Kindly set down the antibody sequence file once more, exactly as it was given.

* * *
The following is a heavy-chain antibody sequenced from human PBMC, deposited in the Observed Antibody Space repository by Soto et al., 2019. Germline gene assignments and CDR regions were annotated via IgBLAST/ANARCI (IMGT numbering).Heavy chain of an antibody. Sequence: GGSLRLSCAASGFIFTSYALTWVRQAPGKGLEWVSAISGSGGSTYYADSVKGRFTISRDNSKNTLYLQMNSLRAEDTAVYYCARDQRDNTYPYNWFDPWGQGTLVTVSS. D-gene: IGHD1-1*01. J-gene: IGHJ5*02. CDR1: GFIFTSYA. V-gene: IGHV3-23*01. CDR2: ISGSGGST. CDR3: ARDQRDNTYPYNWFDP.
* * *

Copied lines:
The following is a heavy-chain antibody sequenced from human PBMC, deposited in the Observed Antibody Space repository by Soto et al., 2019. Germline gene assignments and CDR regions were annotated via IgBLAST/ANARCI (IMGT numbering).Heavy chain of an antibody. Sequence: GGSLRLSCAASGFIFTSYALTWVRQAPGKGLEWVSAISGSGGSTYYADSVKGRFTISRDNSKNTLYLQMNSLRAEDTAVYYCARDQRDNTYPYNWFDPWGQGTLVTVSS. D-gene: IGHD1-1*01. J-gene: IGHJ5*02. CDR1: GFIFTSYA. V-gene: IGHV3-23*01. CDR2: ISGSGGST. CDR3: ARDQRDNTYPYNWFDP.